Alan Bern is a renowned composer, pianist, accordionist, educator and cultural activist who has been internationally recognized for his preservation and promotion of Jewish music. 

A style of music typically heard at celebrations, such as weddings and B’nei Mitzvah, klezmer draws upon the traditions of Ashkenazi Judaism and Eastern European folk tunes and refers to any music played by “klezmorim” (professional musicians in Yiddish culture).  

“Klezmer music is not a genre,” explains Bern, noting the term only became popular in the 20th Century. “The repertoire of klezmer musicians was very, very broad. It included core repertoire that was played by and for Jews, it included the repertoire of their neighbours and it included also whatever the latest cosmopolitan hits were.”  

Bern is internationally recognized for his contributions to the research, dissemination and creative renewal of Jewish music with Brave Old World, The Other Europeans and the Semer Ensemble, among others. He is artistic director of Yiddish Summer Weimar, the Other Music Academy (OMA), the OMA Improvisation Project, the OMA Middle Eastern Music & Cultures Project, and Weimar klingt!, and is the creator of Present-Time Composition, a musical and educational approach informed by cognitive science that integrates the methods of improvisation and composition. In 2016 he received the Weimar Prize in recognition of major cultural contributions to the city of Weimar. In 2017 he was awarded the Order of Merit of the Free State of Thuringia, and in 2022 he was awarded the Order of Merit of the Federal Republic of Germany.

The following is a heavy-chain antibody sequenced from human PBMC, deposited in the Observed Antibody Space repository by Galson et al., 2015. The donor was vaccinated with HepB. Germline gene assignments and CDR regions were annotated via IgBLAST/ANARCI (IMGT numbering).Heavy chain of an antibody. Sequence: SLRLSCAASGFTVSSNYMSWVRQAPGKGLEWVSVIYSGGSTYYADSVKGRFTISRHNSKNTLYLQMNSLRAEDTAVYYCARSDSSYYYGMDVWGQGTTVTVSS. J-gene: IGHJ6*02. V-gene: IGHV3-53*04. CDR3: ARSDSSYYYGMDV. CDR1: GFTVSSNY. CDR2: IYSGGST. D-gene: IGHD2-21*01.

In Winnipeg as part of a two-week “Musician-in-Residence" program at the University of Manitoba, the Bloomington-born, Berlin-based Bern presents a cultural exchange, of sorts, in partnership with the Embassy of the Federal Republic of Germany (Ottawa). 

“This is an amazing opportunity for the students and for the school, and for all of us to experience music that isn’t a part of what we usually do at the faculty,” says Laura Loewen, Associate Dean of Desautels Faculty of Music Undergraduate Programs. 

After years of delay and frustratingly fickle online connections, Loewen resolved to bring Bern to Winnipeg which was met with immense support from various facets of the community, including the Peace and Conflict Studies Graduate Programs, the German and Slavic Studies Department, the Arthur V. Mauro Institute for Peace & Justice at St. Paul’s College and the Rady Jewish Community Centre. 

Winnipeg’s own renowned klezmer band Finjan have been instrumental in working with Bern and the students at the Desautels Faculty of Music, Loewen adds.  

As part of the residency, Bern presented a series of lectures last week followed by a public performance and screening of the documentary “The New Klezmorim: Voices Inside the Revival of Yiddish Music” at the Rady JCC’s Berney Theatre on Sunday afternoon.  

On Wednesday, November 23, Bern leads the Desautels Klezmer Group, an ensemble of music students mentored by him and members of Finjan. The performance takes place at 12:30 p.m. at the University of Manitoba’s Eva Clare Hall.


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